Introduction: Nephrolithiasis and osteoporosis are more common in people with primary hyperparathyroidism (PHPT), although the clinical factors associated with this risk are not well characterised. Recent evidence has suggested parathyroid hormone concentration, but not calcium, is associated with mortality in PHPT.
Methods: Retrospective analysis of all patients presenting to the Edinburgh Centre for Endocrinology & Diabetes with PHPT between 2006 and 2014 (n = 611).
Results: Renal stones were present prior to diagnosis in 10% and detected in 3.9% following diagnosis. Only 4.2% of all renal imaging detected asymptomatic stones following the diagnosis of PHPT. Logistic regression identified younger age (P<0.001) and male gender (P=0.01) as independent predictors of nephrolithiasis. Osteoporosis was present in 49%. Logistic regression identified higher age (P<0.0001), higher PTH (P<0.05) and lower creatinine (P=0.001) as independent predictors of osteoporosis. In patients where parathyroidectomy was not performed, higher PTH (P=0.001), older age (P<0.0001) and male gender (P=0.03) were independent predictors of mortality. Vitamin D concentration was available in 69%; when added to the mortality model, vitamin D deficiency (P=0.03), but not PTH, was independently predictive. PTH concentration was not associated with pre-existing cardiovascular disease, body mass index or age.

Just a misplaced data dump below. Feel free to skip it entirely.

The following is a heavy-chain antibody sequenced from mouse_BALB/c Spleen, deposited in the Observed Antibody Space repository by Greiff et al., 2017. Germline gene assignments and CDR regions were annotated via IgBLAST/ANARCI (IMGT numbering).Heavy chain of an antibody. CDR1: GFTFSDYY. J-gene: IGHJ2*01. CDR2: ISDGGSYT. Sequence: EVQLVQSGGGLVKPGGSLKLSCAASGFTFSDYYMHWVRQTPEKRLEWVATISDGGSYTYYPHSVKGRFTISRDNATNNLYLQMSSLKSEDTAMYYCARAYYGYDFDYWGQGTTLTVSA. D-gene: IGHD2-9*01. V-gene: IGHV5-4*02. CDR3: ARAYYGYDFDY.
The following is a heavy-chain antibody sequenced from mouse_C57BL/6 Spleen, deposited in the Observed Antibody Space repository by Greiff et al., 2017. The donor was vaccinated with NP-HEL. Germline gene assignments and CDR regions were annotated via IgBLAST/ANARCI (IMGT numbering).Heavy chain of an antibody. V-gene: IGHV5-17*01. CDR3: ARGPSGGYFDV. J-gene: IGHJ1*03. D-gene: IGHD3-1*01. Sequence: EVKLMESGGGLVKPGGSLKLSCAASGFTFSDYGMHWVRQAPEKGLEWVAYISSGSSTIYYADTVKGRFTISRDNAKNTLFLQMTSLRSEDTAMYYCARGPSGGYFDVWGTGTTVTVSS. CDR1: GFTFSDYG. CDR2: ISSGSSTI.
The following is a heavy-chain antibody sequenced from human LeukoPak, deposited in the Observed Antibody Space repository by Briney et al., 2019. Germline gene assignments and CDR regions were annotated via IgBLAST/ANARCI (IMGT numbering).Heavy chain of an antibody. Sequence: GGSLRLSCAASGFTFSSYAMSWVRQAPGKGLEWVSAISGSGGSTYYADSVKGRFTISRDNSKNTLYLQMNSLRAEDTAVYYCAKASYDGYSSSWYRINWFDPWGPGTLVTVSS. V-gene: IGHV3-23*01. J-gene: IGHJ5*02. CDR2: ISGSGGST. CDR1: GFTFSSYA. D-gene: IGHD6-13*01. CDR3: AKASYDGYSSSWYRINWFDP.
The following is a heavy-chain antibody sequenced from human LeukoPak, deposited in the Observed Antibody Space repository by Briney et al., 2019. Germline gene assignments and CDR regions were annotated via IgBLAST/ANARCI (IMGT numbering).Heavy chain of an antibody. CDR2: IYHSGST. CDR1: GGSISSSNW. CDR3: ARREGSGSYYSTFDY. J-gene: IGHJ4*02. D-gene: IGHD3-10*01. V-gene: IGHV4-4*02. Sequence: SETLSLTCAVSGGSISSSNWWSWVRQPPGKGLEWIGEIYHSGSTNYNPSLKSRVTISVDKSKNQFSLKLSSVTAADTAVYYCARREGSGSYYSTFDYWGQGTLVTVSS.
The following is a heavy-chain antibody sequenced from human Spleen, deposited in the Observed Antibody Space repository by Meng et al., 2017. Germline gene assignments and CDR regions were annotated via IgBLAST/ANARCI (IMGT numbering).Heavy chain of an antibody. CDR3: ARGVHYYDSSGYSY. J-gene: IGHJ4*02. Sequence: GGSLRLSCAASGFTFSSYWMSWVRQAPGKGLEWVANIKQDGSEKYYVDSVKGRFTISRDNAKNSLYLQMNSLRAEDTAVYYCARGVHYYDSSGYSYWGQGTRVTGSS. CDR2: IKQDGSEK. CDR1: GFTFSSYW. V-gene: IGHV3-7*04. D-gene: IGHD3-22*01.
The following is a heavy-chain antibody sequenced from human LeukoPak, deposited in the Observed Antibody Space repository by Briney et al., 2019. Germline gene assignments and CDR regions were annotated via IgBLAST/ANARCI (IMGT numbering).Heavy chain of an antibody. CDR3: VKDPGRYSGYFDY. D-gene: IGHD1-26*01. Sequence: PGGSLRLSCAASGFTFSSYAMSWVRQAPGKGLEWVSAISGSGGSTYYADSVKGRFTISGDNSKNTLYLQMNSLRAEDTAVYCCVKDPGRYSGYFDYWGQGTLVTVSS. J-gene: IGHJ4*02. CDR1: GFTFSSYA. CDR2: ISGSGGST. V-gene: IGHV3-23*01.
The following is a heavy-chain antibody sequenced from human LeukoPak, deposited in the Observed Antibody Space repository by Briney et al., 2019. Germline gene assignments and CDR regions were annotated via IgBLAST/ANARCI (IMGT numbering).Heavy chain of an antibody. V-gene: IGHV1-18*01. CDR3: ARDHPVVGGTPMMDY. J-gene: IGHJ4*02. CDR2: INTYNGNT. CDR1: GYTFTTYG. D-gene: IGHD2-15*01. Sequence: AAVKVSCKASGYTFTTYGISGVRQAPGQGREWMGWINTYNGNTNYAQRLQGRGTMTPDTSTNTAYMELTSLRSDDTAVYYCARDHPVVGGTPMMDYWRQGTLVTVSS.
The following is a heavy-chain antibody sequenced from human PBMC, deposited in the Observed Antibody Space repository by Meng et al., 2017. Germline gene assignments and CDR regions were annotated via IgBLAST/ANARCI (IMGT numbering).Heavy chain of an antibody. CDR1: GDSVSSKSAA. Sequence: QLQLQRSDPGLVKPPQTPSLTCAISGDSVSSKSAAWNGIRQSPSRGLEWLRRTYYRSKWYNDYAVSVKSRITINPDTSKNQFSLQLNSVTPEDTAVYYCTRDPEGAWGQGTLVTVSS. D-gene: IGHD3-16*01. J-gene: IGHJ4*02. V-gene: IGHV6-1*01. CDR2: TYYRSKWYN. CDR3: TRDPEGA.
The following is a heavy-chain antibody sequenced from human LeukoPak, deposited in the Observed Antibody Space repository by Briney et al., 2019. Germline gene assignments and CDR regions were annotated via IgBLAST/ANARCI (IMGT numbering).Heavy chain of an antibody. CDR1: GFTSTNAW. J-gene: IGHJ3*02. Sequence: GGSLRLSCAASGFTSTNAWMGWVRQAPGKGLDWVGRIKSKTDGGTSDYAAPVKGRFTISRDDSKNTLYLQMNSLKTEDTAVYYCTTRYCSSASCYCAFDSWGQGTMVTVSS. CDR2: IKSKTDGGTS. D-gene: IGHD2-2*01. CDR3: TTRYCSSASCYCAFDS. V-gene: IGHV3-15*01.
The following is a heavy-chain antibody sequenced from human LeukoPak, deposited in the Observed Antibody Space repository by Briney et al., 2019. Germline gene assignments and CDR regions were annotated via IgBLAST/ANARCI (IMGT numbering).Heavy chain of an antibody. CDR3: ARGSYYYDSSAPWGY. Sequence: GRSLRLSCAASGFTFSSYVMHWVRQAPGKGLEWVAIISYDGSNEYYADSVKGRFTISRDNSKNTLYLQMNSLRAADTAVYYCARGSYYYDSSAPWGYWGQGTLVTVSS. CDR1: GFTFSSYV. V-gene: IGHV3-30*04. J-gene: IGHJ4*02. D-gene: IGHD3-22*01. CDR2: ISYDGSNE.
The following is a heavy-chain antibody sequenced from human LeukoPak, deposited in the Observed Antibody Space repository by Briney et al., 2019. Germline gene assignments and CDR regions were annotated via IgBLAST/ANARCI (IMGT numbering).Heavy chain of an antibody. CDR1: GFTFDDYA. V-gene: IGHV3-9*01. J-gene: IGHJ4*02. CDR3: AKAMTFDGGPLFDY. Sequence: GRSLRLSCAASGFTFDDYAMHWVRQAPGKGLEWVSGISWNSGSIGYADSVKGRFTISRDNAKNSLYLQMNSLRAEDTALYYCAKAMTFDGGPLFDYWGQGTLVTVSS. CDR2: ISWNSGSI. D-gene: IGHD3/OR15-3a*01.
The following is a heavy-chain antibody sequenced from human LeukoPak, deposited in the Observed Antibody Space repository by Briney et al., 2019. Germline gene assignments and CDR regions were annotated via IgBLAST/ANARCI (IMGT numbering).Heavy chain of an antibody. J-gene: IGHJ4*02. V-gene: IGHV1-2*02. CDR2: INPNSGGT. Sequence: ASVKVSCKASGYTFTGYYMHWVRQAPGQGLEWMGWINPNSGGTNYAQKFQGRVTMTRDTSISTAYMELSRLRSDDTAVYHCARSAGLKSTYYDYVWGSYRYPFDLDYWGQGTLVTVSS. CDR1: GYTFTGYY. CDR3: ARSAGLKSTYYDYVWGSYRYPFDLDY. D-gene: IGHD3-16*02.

Conclusion: PTH concentration at diagnosis of PHPT was not associated with the risk of nephrolithiasis and was relatively weakly associated with the risk of osteoporosis. PTH was associated with subsequent mortality but this relationship may be driven by differences in vitamin D sufficiency. Determining, the dominant direction of this relationship is complex as PTH drives hydroxylation of cholecalciferol to active metabolites but vitamin D deficiency also stimulates PTH release. A large randomised trial of surgical intervention in cases not meeting current criteria for surgery is desirable.